Nuclear marine propulsion is the propulsion of a ship or submarine by heat supplied by a nuclear power plant. The power plant heats the water to generate steam to rotate the ship’s propeller through a gearbox or an electric generator and engine. Nuclear propulsion at sea is mainly used in supercarriers, icebreakers, submarines and warships. Few experimental civil nuclear ships have been built.
Compared to oil or coal-fired ships, nuclear propulsion offers the advantages of very long operating intervals before refueling. All of the fuel is kept in the nuclear reactor, so there is no need to allocate space for fuel on the marine vessel, nor does it take up any space for exhaust stacks or combustion air intakes. However, low fuel cost is offset by high operating costs and infrastructure investments, so nearly all nuclear powered ships are military.
The idea that nuclear energy can be used in ships first started in the 1940s. The first nuclear vessel produced for this purpose is the submarine USS Nautilus (SSN-571) developed by the USA.
Adaptation of nuclear power to submarines started with alternative searches due to the high oxygen demand of submarines powered by diesel engines. With nuclear energy, this problem is solved at very high rates. Because there is no need for oxygen for nuclear energy. While atomic energy solves these problems, it also makes a revolutionary contribution to fuel.
Most of the nuclear reactors used in the sea are of the pressurized water type except for a few attempts to use liquid sodium cooled reactors.
Most of the nuclear reactors used in the sea are of the pressurized water type except for a few attempts to use liquid sodium cooled reactors. A primary water circuit transfers heat generated from nuclear fission in the fuel to a steam generator; This water is kept under pressure so that it does not boil. This circuit operates at a temperature of about 250 to 300 ° C.
Hot water from the reactor heats a separate water circuit in the steam generator. The water turns into steam and passes through the steam dryers on its way to the steam turbine. The steam spent at low pressure returns to liquid state by passing through a condenser cooled by sea water. The water is pumped back into the steam generator and continues the cycle. The water lost in the process can be compensated by desalinated seawater added to the steam generator feed water.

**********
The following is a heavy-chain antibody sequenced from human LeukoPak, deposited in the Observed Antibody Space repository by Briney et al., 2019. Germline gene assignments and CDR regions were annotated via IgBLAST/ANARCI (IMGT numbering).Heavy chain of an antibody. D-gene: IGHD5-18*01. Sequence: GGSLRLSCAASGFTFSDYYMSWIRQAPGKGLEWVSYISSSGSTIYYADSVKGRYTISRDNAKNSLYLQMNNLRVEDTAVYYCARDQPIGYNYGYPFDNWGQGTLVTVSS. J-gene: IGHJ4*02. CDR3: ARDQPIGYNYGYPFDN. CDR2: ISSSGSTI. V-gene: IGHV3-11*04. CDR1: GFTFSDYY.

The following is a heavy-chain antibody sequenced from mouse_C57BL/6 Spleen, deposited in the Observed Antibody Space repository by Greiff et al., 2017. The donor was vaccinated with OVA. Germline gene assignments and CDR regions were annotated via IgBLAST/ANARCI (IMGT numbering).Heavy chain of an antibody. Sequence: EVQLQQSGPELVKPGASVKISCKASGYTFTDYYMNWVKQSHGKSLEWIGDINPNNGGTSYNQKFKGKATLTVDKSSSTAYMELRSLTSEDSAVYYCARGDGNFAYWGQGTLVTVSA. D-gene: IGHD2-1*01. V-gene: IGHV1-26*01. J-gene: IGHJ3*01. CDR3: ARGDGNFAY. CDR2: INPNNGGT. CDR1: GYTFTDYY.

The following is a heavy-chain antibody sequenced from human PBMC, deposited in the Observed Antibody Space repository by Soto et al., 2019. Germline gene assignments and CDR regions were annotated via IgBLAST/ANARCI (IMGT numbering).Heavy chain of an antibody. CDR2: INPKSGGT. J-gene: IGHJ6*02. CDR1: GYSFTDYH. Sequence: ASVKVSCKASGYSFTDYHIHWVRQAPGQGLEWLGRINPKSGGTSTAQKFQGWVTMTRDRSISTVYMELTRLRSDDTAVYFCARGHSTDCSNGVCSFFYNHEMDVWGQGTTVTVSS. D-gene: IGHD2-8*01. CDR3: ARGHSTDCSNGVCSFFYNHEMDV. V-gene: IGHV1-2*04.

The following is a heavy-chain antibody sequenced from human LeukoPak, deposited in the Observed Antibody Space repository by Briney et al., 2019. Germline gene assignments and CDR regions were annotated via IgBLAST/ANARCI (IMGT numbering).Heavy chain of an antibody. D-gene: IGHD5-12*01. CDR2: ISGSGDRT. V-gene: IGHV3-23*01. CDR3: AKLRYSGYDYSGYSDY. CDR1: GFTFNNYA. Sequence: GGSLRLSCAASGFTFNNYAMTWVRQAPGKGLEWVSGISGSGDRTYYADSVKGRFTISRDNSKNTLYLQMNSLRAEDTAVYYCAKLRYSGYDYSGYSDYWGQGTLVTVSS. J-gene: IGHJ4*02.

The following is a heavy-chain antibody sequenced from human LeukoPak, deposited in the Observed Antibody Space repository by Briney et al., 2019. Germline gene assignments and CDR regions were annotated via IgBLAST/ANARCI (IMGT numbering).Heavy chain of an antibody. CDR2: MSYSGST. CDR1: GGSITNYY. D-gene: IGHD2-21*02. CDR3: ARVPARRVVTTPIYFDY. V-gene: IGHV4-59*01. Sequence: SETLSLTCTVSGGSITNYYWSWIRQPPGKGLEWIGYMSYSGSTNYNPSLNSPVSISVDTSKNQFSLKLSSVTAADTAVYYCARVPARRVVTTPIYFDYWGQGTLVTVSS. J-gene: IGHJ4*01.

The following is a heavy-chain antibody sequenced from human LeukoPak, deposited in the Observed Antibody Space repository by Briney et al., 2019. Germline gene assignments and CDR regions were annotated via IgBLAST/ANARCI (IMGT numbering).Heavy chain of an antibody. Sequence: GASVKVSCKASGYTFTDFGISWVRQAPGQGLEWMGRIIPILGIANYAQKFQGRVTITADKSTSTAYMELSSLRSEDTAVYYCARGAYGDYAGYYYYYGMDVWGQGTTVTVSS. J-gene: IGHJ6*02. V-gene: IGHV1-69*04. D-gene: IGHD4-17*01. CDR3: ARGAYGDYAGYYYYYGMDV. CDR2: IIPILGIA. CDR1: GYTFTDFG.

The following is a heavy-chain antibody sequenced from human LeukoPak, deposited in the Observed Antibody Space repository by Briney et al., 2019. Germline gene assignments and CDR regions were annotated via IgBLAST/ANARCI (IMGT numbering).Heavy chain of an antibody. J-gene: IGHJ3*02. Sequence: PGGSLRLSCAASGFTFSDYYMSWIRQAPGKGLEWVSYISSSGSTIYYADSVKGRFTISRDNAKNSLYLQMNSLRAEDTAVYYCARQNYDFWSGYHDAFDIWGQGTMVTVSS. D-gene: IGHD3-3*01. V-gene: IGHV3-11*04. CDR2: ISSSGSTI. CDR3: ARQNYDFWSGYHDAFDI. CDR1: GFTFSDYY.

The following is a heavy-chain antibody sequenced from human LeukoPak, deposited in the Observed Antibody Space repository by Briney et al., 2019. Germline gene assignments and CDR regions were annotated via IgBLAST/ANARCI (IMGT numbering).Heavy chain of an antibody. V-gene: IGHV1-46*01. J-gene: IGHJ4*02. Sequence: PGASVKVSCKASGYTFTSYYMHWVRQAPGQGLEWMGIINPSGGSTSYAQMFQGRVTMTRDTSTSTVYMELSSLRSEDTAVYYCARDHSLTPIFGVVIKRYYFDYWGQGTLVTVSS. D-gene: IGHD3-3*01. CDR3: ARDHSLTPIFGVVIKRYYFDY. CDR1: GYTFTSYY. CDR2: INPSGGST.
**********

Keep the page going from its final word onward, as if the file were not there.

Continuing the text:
In the turbine, the steam expands and reduces its pressure while energizing the rotating blades of the turbine. Rotating vanes and fixed guide vanes can have many stages. The turbine’s output shaft can be connected to a gearbox to reduce the rotational speed, then a shaft is attached to the ship’s propellers. In another form of propulsion system, the turbine rotates an electric generator and the generated electrical power is fed to one or more propulsion motors for the ship’s propellers. While the Russian, US and British navies rely on direct steam turbine propulsion, French and Chinese ships use the turbine to generate electricity for propulsion.
Differences from land power plants
Marine reactors differ from land-based commercial power reactors in several respects.
While land-based reactors in nuclear power plants generate around 1600 megawatts of electrical energy, the reactor in a typical marine vessel produces no more than a few hundred megawatts. Field considerations indicate that a marine reactor must be physically small, thus generating higher power per unit of area. This means its components are subjected to more stress than a land-based reactor. Mechanical systems must function flawlessly under adverse conditions encountered at sea, including the vibration and roll of a ship operating in rough seas. Reactor shutdown mechanisms cannot rely on gravity to lower control rods into place as they always do with an upright land-based reactor. Saltwater corrosion is an additional problem that makes maintenance difficult.